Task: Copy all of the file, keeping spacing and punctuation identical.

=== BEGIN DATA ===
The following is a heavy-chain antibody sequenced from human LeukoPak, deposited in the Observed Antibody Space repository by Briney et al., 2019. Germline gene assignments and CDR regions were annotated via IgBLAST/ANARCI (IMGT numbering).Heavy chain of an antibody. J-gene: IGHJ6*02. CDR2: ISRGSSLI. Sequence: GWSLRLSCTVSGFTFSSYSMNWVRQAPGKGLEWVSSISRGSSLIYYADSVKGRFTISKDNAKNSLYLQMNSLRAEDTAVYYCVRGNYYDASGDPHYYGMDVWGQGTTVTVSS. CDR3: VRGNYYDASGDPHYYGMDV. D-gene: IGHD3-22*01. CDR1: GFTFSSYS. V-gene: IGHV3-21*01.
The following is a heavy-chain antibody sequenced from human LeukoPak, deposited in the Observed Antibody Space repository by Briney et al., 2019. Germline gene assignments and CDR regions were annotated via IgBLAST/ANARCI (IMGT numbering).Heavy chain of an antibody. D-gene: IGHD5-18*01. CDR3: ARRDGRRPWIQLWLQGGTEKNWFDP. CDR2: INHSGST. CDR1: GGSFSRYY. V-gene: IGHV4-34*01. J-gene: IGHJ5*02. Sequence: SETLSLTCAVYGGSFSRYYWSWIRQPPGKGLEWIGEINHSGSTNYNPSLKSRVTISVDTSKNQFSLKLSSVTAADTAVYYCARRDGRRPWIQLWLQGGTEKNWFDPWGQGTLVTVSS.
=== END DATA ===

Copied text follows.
The following is a heavy-chain antibody sequenced from human LeukoPak, deposited in the Observed Antibody Space repository by Briney et al., 2019. Germline gene assignments and CDR regions were annotated via IgBLAST/ANARCI (IMGT numbering).Heavy chain of an antibody. J-gene: IGHJ6*02. CDR2: ISRGSSLI. Sequence: GWSLRLSCTVSGFTFSSYSMNWVRQAPGKGLEWVSSISRGSSLIYYADSVKGRFTISKDNAKNSLYLQMNSLRAEDTAVYYCVRGNYYDASGDPHYYGMDVWGQGTTVTVSS. CDR3: VRGNYYDASGDPHYYGMDV. D-gene: IGHD3-22*01. CDR1: GFTFSSYS. V-gene: IGHV3-21*01.
The following is a heavy-chain antibody sequenced from human LeukoPak, deposited in the Observed Antibody Space repository by Briney et al., 2019. Germline gene assignments and CDR regions were annotated via IgBLAST/ANARCI (IMGT numbering).Heavy chain of an antibody. D-gene: IGHD5-18*01. CDR3: ARRDGRRPWIQLWLQGGTEKNWFDP. CDR2: INHSGST. CDR1: GGSFSRYY. V-gene: IGHV4-34*01. J-gene: IGHJ5*02. Sequence: SETLSLTCAVYGGSFSRYYWSWIRQPPGKGLEWIGEINHSGSTNYNPSLKSRVTISVDTSKNQFSLKLSSVTAADTAVYYCARRDGRRPWIQLWLQGGTEKNWFDPWGQGTLVTVSS.